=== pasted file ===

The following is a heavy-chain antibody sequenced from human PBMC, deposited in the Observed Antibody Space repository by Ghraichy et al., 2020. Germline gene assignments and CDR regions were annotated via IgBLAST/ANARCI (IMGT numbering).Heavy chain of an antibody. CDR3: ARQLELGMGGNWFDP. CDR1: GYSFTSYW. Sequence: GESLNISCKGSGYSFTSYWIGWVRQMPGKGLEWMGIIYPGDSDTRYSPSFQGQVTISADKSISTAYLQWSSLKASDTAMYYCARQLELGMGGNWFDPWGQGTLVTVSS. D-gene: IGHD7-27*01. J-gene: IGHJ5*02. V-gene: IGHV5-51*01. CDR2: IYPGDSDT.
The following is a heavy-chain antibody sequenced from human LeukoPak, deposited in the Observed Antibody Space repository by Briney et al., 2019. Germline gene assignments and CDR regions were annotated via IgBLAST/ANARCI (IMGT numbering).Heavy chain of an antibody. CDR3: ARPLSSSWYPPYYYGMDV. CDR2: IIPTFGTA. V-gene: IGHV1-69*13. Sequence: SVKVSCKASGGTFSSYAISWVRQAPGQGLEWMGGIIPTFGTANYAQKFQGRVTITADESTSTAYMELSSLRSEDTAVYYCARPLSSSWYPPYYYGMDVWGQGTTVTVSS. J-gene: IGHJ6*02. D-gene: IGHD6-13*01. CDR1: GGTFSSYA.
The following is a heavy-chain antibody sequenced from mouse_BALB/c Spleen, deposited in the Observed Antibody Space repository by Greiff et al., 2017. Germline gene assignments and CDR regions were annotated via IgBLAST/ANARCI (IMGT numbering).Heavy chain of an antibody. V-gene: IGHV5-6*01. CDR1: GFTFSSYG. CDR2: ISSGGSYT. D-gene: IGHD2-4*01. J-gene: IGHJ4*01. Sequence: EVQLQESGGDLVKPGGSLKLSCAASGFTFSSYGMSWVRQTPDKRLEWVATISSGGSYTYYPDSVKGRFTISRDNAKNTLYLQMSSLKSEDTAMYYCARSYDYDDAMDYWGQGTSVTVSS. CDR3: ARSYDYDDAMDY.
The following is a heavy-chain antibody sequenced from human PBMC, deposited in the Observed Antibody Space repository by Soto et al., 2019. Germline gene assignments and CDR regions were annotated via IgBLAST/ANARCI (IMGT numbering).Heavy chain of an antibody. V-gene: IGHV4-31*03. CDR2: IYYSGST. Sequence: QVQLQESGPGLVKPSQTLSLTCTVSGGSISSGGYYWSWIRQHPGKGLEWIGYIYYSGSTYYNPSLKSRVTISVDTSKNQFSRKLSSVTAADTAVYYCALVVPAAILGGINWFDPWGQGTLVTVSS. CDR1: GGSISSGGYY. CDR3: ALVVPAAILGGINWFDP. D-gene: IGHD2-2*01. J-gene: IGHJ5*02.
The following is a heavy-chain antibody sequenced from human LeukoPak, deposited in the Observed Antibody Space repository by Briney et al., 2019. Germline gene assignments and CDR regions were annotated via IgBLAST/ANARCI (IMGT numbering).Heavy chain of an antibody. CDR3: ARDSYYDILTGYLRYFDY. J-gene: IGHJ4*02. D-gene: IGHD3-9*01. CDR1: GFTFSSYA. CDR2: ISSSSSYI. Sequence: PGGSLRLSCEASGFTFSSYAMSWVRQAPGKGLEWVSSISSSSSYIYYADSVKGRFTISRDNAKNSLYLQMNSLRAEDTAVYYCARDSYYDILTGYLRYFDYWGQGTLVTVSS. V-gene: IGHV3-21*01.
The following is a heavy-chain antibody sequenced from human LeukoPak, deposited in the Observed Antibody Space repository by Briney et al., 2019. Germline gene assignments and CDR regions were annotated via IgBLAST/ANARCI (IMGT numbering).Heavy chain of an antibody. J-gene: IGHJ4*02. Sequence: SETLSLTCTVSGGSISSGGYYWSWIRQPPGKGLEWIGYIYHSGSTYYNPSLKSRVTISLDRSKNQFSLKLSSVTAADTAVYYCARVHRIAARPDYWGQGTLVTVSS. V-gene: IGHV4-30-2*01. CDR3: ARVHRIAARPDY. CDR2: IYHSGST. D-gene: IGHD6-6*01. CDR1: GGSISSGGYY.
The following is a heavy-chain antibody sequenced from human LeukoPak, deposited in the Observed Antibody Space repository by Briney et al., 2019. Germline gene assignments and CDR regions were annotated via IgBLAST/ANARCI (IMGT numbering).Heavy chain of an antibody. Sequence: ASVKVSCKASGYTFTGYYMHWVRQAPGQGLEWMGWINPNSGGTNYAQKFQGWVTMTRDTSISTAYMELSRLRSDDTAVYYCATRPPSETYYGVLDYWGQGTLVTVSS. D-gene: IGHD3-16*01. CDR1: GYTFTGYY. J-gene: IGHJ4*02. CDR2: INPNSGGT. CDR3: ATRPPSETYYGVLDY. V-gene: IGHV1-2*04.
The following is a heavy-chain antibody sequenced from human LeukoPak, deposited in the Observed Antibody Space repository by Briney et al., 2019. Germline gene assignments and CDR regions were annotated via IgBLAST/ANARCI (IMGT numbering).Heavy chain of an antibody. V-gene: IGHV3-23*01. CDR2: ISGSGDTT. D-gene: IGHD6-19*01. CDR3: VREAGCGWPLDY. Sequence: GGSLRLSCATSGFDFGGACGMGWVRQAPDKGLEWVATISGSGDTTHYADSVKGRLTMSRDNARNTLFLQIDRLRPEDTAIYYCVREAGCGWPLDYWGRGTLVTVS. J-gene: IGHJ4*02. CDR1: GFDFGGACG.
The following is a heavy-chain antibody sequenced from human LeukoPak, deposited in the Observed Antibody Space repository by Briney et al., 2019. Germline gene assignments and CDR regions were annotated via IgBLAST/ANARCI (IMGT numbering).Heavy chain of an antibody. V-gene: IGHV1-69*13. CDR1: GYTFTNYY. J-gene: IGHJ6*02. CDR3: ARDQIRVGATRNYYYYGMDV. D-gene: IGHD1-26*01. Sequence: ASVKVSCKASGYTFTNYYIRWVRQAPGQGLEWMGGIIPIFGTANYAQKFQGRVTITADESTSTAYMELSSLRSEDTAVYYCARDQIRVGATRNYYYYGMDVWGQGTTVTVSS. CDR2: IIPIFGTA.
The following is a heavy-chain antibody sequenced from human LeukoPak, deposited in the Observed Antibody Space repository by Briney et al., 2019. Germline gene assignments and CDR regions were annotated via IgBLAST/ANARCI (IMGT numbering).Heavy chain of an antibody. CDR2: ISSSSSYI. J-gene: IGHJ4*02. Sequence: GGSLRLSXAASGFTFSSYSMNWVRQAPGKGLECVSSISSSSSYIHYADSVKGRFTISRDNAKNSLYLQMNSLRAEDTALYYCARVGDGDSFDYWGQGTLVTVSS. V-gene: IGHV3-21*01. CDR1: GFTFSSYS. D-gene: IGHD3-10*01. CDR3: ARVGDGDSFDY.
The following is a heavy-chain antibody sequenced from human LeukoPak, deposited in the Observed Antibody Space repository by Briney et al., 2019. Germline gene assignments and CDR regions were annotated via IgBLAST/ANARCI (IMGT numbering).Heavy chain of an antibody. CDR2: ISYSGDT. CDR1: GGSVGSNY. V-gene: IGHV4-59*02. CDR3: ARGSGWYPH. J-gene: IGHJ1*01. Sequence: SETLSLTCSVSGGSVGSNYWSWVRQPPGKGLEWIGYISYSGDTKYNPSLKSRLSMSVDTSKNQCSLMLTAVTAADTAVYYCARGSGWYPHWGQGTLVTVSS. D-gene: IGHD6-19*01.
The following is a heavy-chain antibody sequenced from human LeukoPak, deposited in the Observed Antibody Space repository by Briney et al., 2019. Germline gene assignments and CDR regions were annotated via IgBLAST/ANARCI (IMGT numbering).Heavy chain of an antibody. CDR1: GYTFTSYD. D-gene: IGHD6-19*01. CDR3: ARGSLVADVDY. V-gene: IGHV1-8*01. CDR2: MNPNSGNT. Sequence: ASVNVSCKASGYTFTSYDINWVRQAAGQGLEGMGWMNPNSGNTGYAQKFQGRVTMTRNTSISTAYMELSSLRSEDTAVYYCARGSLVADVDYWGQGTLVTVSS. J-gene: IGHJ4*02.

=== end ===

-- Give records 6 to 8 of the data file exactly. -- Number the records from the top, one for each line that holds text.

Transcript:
The following is a heavy-chain antibody sequenced from human LeukoPak, deposited in the Observed Antibody Space repository by Briney et al., 2019. Germline gene assignments and CDR regions were annotated via IgBLAST/ANARCI (IMGT numbering).Heavy chain of an antibody. J-gene: IGHJ4*02. Sequence: SETLSLTCTVSGGSISSGGYYWSWIRQPPGKGLEWIGYIYHSGSTYYNPSLKSRVTISLDRSKNQFSLKLSSVTAADTAVYYCARVHRIAARPDYWGQGTLVTVSS. V-gene: IGHV4-30-2*01. CDR3: ARVHRIAARPDY. CDR2: IYHSGST. D-gene: IGHD6-6*01. CDR1: GGSISSGGYY.
The following is a heavy-chain antibody sequenced from human LeukoPak, deposited in the Observed Antibody Space repository by Briney et al., 2019. Germline gene assignments and CDR regions were annotated via IgBLAST/ANARCI (IMGT numbering).Heavy chain of an antibody. Sequence: ASVKVSCKASGYTFTGYYMHWVRQAPGQGLEWMGWINPNSGGTNYAQKFQGWVTMTRDTSISTAYMELSRLRSDDTAVYYCATRPPSETYYGVLDYWGQGTLVTVSS. D-gene: IGHD3-16*01. CDR1: GYTFTGYY. J-gene: IGHJ4*02. CDR2: INPNSGGT. CDR3: ATRPPSETYYGVLDY. V-gene: IGHV1-2*04.
The following is a heavy-chain antibody sequenced from human LeukoPak, deposited in the Observed Antibody Space repository by Briney et al., 2019. Germline gene assignments and CDR regions were annotated via IgBLAST/ANARCI (IMGT numbering).Heavy chain of an antibody. V-gene: IGHV3-23*01. CDR2: ISGSGDTT. D-gene: IGHD6-19*01. CDR3: VREAGCGWPLDY. Sequence: GGSLRLSCATSGFDFGGACGMGWVRQAPDKGLEWVATISGSGDTTHYADSVKGRLTMSRDNARNTLFLQIDRLRPEDTAIYYCVREAGCGWPLDYWGRGTLVTVS. J-gene: IGHJ4*02. CDR1: GFDFGGACG.